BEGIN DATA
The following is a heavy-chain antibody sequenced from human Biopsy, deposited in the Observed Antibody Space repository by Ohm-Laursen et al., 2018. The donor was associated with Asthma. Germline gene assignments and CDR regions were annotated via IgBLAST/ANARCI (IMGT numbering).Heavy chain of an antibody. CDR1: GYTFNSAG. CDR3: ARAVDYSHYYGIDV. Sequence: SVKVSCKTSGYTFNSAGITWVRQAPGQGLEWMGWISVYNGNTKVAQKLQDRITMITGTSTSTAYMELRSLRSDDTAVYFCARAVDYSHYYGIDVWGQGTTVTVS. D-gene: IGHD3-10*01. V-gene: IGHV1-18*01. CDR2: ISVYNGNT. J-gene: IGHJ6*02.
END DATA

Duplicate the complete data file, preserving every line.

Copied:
The following is a heavy-chain antibody sequenced from human Biopsy, deposited in the Observed Antibody Space repository by Ohm-Laursen et al., 2018. The donor was associated with Asthma. Germline gene assignments and CDR regions were annotated via IgBLAST/ANARCI (IMGT numbering).Heavy chain of an antibody. CDR1: GYTFNSAG. CDR3: ARAVDYSHYYGIDV. Sequence: SVKVSCKTSGYTFNSAGITWVRQAPGQGLEWMGWISVYNGNTKVAQKLQDRITMITGTSTSTAYMELRSLRSDDTAVYFCARAVDYSHYYGIDVWGQGTTVTVS. D-gene: IGHD3-10*01. V-gene: IGHV1-18*01. CDR2: ISVYNGNT. J-gene: IGHJ6*02.